The entity cache

The EntityManager maintains a local cache of entities. A query is one of the ways that entities enter its cache. The manager merges entity results into its cache after every successful query. If we query three times for the “Water” Todo, the manager merges it into its cache three times.

The EntityManager only keeps one copy of the “Water” Todo entity. It knows that the “Id” property is the TodoItem primary key. Therefore it can tell that the “Water” Todo is already in cache, even if someone changed its name to “Wine”.

The EntityManager doesn’t replace an entity object in cache after a query. That object stays right where it is. Instead, the manager updates the entity’s property values in place from the data in the query results [4] and the HTML label on screen immediately changes to “Wine”.

The label changes because it is bound with Knockout to the entity’s “Description”. “Description” is a Knockout observable property so any change to its value, whether made by the user or by Breeze, raises a property changed notification that updates all of its data bound screen controls.

Querying the local cache

The Breeze query language is capable of answering many complex questions. Check out the query examples for an inventory of possibilities.

So far we’ve sent every query to the server to fetch data from a far. You can query the cache in the same way using the same query language. In fact, you can use the same query:

var query = new EntityQuery("Todos").where(predicate); // from the example above
var results = manager.executeQueryLocally(query);

The manager executes the query synchronously and the results are available immediately (unlike executeQuery which is asynchronous and returns a promise)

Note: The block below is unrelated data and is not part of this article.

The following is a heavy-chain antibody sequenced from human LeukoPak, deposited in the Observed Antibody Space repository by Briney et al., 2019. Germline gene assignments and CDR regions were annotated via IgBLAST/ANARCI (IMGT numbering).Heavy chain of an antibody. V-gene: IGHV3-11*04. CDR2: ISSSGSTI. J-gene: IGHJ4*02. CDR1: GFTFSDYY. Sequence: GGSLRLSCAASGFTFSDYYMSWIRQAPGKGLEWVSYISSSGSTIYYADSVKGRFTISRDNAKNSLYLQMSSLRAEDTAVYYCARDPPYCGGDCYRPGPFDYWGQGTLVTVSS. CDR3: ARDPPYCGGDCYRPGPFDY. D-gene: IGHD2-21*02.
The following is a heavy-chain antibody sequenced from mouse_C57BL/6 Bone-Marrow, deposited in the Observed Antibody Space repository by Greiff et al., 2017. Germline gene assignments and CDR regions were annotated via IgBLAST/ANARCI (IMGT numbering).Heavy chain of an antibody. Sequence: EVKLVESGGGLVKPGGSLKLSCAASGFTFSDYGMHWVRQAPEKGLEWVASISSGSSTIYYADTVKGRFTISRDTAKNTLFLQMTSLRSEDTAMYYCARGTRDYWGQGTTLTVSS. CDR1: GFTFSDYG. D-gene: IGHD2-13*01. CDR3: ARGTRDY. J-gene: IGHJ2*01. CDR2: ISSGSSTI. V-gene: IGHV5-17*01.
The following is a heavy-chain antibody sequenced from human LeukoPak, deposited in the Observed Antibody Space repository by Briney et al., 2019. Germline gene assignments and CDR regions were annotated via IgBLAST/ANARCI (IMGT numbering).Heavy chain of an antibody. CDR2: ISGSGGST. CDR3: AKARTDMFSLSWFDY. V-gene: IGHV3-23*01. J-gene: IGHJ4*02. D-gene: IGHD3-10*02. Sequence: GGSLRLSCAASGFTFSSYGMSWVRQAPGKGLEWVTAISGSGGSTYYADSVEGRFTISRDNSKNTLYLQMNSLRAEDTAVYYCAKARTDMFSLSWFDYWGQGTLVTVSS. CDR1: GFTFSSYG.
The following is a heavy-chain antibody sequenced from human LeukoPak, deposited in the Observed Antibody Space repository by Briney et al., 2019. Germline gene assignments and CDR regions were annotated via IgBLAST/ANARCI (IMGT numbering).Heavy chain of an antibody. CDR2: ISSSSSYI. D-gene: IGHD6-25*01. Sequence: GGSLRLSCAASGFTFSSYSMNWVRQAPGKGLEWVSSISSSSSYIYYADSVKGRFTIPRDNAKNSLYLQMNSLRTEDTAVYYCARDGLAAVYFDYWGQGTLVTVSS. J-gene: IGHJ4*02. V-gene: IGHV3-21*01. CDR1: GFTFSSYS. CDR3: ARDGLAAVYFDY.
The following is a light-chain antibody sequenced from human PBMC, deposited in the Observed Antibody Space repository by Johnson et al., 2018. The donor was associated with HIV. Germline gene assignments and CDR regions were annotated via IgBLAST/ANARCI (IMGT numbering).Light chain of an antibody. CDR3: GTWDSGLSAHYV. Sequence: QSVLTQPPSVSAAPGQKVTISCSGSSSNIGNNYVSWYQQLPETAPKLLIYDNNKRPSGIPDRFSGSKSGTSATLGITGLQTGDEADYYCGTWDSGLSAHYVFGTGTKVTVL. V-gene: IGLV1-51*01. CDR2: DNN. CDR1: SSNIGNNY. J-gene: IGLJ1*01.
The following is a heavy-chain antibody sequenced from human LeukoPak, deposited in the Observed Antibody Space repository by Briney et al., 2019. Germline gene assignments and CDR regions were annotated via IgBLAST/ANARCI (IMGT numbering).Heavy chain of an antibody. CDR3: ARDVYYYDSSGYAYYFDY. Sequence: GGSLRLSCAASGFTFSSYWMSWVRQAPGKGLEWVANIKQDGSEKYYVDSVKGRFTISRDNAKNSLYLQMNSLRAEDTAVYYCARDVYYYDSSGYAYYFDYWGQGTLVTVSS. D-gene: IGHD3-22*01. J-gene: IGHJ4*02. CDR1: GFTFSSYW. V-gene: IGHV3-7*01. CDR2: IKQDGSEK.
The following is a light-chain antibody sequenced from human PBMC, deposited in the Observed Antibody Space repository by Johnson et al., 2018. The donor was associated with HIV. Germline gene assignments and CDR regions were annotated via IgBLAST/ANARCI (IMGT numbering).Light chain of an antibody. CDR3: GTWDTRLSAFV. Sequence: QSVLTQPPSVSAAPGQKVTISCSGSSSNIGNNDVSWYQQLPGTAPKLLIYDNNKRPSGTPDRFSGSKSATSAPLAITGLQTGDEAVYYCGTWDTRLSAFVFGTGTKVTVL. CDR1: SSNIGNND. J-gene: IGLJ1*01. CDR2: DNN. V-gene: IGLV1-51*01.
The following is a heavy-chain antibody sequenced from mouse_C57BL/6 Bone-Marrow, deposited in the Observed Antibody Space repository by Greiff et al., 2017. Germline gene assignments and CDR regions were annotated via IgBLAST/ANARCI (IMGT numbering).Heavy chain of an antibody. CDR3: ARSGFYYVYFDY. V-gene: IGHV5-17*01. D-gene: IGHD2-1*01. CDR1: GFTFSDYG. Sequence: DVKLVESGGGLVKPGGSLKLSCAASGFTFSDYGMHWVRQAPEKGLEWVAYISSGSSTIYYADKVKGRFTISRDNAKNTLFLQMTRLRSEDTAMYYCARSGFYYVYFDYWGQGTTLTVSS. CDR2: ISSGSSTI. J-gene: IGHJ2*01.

Next up … creating entities

Another way that entities enter the cache is by adding them directly.


[1] Technically, the query returns every Todo that the persistence service “Todos” method will supply. That service method might have logic to limit the number of Todos returned in a single request.

[2] It bears repeating that the filter and the sort specified in the orderBy are processed on the server, not on the client. If using the default uriBuilder Breeze converts the query into an OData query string such as this one:


… which is easier to understand after replacing ‘%20’ with spaces.

?$filter=IsArchived eq false&$orderby=CreatedAt

Logic in an OData-aware persistence service translates that syntax into a query form that the service understands. The Todo app persistence service translates it into a LINQ query; subsequent execution of the LINQ query causes the Entity Framework to compose and issue a SQL query. Thus the filtering and sorting takes place on the data tier, not in the service or client layers.

[3] Find this example in the “get only open and active todos” test in the basicTodoTests module. All code presented in this topic appears in some form in the sample tests, usually in the basicTodoTests module.

[4] That’s what we meant when we said the manager merges entity results into the cache. A missing entity is inserted; an in-cache entity is updated … unless that entity is in a change state. The manager will not update the current property values of an entity with a pending change; that’s the default merge strategy. We’re veering into a more advanced topic covered elsewhere.